Iranian human rights lawyer and 2003 Nobel Peace Prize winner Shirin Ebadi has warned that her client, jailed journalist Akbar Ganji, is in failing health and complained she had not been allowed to visit him.
Ganji, 46, an outspoken critic of the state's clerical leadership, was jailed in 2001. He was taken to hospital last Sunday after a five-week hunger strike.
His wife said on Friday his health was deteriorating.
"I call on the judiciary and human rights groups to pay serious attention to my client's dangerous situation," Ebadi said in a statement.
"Ganji's wife says his hunger strike continues in the hospital. He has even lost weight since being hospitalised."
Ebadi also criticised Iran's judiciary for refusing to allow her to visit him.
"As Ganji's lawyer I have not been allowed to visit him in the hospital," said Ebadi. "This is unlawful."
There was no immediate official response to the statement.
Outgoing President Khatami (R)
has called for Ganji's parole
Ganji's family and rights activists say he has lost more than 23kg during his 43-day hunger strike, which he says is a protest against his continued detention while suffering chronic asthma and back pain.
Senior judiciary officials have denied the investigative journalist is on hunger strike and said his admission to hospital last weekend was for knee surgery.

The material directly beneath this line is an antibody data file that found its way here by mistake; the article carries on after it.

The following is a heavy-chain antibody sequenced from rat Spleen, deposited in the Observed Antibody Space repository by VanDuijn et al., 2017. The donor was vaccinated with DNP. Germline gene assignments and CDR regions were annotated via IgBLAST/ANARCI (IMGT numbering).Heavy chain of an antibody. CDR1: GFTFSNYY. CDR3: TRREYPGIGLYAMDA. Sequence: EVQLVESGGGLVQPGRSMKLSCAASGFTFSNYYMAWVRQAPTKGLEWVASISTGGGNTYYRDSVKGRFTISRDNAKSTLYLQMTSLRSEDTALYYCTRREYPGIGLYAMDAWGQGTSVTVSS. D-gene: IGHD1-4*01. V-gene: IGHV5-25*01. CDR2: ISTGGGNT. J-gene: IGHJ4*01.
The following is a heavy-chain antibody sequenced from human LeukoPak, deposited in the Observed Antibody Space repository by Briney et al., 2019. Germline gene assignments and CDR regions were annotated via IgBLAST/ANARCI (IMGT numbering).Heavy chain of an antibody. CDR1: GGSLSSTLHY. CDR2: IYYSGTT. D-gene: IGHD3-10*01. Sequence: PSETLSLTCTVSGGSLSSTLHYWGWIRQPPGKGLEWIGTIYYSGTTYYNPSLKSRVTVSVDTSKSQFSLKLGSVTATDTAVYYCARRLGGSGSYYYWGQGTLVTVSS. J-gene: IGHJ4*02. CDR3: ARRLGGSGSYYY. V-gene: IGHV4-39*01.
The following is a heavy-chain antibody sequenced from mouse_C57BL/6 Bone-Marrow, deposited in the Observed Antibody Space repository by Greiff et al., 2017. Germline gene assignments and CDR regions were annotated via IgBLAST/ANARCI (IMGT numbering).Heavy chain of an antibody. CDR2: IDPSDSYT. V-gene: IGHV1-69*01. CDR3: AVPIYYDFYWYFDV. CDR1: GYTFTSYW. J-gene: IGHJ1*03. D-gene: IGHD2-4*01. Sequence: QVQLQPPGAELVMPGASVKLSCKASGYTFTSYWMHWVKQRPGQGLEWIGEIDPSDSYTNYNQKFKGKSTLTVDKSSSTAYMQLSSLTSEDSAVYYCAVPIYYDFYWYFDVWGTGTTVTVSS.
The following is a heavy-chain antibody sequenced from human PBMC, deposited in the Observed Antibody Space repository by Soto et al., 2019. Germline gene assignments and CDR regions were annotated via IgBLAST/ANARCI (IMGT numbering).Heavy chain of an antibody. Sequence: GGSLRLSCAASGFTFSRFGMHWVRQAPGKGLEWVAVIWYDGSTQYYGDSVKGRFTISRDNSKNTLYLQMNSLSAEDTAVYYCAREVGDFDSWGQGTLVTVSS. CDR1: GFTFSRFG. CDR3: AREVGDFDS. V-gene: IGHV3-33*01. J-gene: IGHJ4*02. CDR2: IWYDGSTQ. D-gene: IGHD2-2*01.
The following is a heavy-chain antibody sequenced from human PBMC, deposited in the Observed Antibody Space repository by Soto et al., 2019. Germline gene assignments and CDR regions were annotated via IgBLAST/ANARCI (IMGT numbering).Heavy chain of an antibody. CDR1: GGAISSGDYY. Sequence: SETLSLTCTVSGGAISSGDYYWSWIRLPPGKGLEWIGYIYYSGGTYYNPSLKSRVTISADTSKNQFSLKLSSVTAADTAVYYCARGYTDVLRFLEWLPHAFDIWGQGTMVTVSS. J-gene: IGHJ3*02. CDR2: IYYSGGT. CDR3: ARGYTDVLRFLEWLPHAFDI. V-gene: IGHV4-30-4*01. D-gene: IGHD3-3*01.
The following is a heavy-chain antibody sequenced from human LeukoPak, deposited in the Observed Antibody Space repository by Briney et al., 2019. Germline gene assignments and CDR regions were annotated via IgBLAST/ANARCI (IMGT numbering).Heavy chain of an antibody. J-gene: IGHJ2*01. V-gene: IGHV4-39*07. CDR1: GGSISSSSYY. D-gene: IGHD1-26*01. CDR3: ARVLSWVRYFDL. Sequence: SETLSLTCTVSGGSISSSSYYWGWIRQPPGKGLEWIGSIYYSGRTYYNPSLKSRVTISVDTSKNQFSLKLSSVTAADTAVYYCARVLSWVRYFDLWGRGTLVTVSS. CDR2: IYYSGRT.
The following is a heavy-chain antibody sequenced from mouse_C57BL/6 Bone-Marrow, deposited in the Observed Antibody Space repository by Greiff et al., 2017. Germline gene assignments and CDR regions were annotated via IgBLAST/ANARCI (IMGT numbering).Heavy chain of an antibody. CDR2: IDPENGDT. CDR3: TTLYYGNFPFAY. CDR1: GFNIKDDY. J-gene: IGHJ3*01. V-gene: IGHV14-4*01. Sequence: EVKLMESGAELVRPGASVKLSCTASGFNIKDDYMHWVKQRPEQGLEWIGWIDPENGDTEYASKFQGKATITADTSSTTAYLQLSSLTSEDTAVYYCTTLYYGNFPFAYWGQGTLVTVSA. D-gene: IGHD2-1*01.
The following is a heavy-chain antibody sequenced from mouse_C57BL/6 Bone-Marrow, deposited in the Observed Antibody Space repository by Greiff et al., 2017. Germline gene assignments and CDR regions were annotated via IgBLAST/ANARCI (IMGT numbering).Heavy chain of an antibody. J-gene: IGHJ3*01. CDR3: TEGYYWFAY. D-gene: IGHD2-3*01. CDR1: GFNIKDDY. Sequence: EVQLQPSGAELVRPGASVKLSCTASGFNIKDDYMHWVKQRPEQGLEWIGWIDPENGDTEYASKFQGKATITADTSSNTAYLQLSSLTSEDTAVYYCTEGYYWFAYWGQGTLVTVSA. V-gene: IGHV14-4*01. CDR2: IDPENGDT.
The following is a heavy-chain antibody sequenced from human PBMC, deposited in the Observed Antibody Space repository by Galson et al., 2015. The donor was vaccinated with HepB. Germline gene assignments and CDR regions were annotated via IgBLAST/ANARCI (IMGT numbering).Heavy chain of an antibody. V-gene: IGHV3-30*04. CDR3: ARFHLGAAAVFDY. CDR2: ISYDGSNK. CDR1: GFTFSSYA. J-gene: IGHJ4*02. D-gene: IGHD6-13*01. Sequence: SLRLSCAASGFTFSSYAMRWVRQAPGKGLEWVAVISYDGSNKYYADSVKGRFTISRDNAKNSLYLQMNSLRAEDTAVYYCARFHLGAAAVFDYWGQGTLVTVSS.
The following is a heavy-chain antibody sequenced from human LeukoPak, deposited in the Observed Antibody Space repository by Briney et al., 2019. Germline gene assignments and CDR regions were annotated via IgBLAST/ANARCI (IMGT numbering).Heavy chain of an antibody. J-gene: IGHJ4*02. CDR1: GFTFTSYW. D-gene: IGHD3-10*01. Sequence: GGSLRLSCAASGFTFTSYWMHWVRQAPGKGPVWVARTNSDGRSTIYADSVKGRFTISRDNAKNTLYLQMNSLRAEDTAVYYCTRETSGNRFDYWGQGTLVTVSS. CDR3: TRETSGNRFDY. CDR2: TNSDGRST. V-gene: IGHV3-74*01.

Pardon being considered
Ganji, a former Revolutionary Guard turned radical reformer, was sentenced to six years in prison after a series of articles he wrote linked officials to the murder of political dissidents.
The European Union and the United States have both called for his release.
Iran's outgoing President Mohammad Khatami has urged that Ganji be paroled since he has just six months of his sentence left to complete.
Iran's judiciary has said it will not yield to international pressure to free Ganji, but a senior judiciary official said on Thursday that a pardon might be considered.
Tehran has a dismal record on press freedom, closing more than 100 liberal publications and jailing several journalists in a concerted crackdown on reformist media since 2000.